Thursday, September 25, 2014

What's the use of a child?

The importance of basic research

The secretary of the Royal Society of Sciences stood up and said:
“Mr. Faraday has the floor.”
“In today’s lecture, rather than speaking about a scientific subject, I’ll perform an experiment before your eyes. But first, allow me a short historical introduction. As you know, Oersted, Ampère and Arago proved that an electric current can give rise to magnetic phenomena. If you set a magnetic needle near an inactive copper wire, the needle points North. If a current passes through the wire, the needle deflects. If the wire is coiled and a current goes through it, the coil behaves as a magnet with two poles, North and South, the same as a typical ordinary magnet.

I had the following idea: if an electric current generates magnetic effects, can the opposite also happen? Will a magnet generate electric effects? I have devised the following experiment. This is a coil of copper wire. I now connect its two ends to this galvanometer, which measures electric current. The galvanometer is so large, that you will be able to see any movement of the needle, even if you are sitting in the last row. Do you see the needle moving? Of course not! The circuit of the coil does not include a battery. There is no current.
Now look carefully. I now set this natural magnet here, and with this crank move the coil around the magnet. Watch the galvanometer! The needle moved around twice while I was turning the coil twice around the magnet. The needle of the galvanometer moves when there is a current in the circuit, therefore the simple fact of moving a coil in a magnetic field generates a current in the wire. Oersted proved that an electric current can have magnetic effects. I have proved that magnetism can also generate electricity.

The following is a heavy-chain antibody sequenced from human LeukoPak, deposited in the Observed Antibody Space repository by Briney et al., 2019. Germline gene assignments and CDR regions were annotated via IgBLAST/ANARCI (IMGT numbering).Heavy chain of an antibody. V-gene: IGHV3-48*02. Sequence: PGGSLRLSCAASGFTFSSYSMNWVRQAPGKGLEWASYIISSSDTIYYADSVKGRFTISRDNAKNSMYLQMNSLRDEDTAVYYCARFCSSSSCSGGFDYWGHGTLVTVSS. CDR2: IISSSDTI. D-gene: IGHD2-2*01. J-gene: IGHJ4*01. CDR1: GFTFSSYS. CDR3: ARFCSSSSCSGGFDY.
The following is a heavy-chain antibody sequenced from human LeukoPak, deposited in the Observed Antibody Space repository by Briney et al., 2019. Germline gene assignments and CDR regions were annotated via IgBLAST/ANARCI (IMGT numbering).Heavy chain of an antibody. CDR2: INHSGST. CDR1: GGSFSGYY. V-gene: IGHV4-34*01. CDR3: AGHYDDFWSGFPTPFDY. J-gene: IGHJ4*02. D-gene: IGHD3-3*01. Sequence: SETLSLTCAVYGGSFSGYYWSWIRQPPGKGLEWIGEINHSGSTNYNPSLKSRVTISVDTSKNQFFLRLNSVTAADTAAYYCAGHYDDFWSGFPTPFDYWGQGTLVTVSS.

Thanks for your attention.”
The secretary of the Royal Society of Sciences stood up and said:
“The lecture is ended. Is there anyone who wishes to ask a question?”
A well-dressed gentleman with grey hair stood up and said:
“Mr. Faraday, your experiment was very interesting, but what is its use?”
Faraday answered with another question:
What's the use of a child?
“I don’t understand”
“Children are cared for, even though they don’t return immediate profits to society. One day, when they are adults, they’ll help build a world where we can live. A few will be geniuses and benefactors of humanity. My experiment is similar. Perhaps just now we can’t see an immediate application, but who can tell if, in a few decades, perhaps in a century, it will give rise to a revolutionary application that will change our way of life? We must not waste any basic knowledge, even though it looks useless. Everything can find applications in the future.”
The gentleman shook his head skeptically and sat down without following the discussion. 
Faraday, however, was right. Thirty five years after his lecture, Werner von Siemens applied his experiment to build the first high voltage industrial generator of electricity. We have now in our homes and factories lots of electric current which moves electro domestic devices and gives us light at night, so that we cannot imagine life without abundant electricity. Michel Faraday’s child has turned into an adult.

The same post in Spanish
Manuel Alfonseca

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